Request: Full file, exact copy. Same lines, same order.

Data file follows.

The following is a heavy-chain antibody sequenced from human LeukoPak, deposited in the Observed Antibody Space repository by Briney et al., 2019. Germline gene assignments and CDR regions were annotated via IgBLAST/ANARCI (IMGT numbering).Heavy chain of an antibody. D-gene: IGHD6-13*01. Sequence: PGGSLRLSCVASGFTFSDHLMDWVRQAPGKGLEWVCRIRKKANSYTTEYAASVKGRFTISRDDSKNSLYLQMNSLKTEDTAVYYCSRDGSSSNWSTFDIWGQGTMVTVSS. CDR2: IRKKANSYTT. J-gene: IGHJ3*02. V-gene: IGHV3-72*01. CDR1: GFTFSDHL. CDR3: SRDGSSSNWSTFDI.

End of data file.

The following is a heavy-chain antibody sequenced from human LeukoPak, deposited in the Observed Antibody Space repository by Briney et al., 2019. Germline gene assignments and CDR regions were annotated via IgBLAST/ANARCI (IMGT numbering).Heavy chain of an antibody. D-gene: IGHD6-13*01. Sequence: PGGSLRLSCVASGFTFSDHLMDWVRQAPGKGLEWVCRIRKKANSYTTEYAASVKGRFTISRDDSKNSLYLQMNSLKTEDTAVYYCSRDGSSSNWSTFDIWGQGTMVTVSS. CDR2: IRKKANSYTT. J-gene: IGHJ3*02. V-gene: IGHV3-72*01. CDR1: GFTFSDHL. CDR3: SRDGSSSNWSTFDI.